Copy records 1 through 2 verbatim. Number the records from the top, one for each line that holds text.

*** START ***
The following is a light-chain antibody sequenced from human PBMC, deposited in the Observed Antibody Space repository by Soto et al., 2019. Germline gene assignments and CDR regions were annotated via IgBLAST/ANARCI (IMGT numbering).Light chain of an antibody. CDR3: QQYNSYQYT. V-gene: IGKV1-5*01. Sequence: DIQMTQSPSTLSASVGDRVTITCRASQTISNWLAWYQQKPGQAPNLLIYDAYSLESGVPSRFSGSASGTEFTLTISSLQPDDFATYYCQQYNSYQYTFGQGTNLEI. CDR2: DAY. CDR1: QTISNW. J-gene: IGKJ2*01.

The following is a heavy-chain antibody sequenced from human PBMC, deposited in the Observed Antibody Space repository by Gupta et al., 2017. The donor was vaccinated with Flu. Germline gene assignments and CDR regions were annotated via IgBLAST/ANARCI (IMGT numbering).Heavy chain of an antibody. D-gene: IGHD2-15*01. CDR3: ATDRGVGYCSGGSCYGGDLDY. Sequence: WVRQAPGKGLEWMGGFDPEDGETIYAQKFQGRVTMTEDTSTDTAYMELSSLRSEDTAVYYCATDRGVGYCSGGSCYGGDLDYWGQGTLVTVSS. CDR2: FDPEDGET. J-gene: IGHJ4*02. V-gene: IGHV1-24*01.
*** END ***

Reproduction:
The following is a light-chain antibody sequenced from human PBMC, deposited in the Observed Antibody Space repository by Soto et al., 2019. Germline gene assignments and CDR regions were annotated via IgBLAST/ANARCI (IMGT numbering).Light chain of an antibody. CDR3: QQYNSYQYT. V-gene: IGKV1-5*01. Sequence: DIQMTQSPSTLSASVGDRVTITCRASQTISNWLAWYQQKPGQAPNLLIYDAYSLESGVPSRFSGSASGTEFTLTISSLQPDDFATYYCQQYNSYQYTFGQGTNLEI. CDR2: DAY. CDR1: QTISNW. J-gene: IGKJ2*01.

The following is a heavy-chain antibody sequenced from human PBMC, deposited in the Observed Antibody Space repository by Gupta et al., 2017. The donor was vaccinated with Flu. Germline gene assignments and CDR regions were annotated via IgBLAST/ANARCI (IMGT numbering).Heavy chain of an antibody. D-gene: IGHD2-15*01. CDR3: ATDRGVGYCSGGSCYGGDLDY. Sequence: WVRQAPGKGLEWMGGFDPEDGETIYAQKFQGRVTMTEDTSTDTAYMELSSLRSEDTAVYYCATDRGVGYCSGGSCYGGDLDYWGQGTLVTVSS. CDR2: FDPEDGET. J-gene: IGHJ4*02. V-gene: IGHV1-24*01.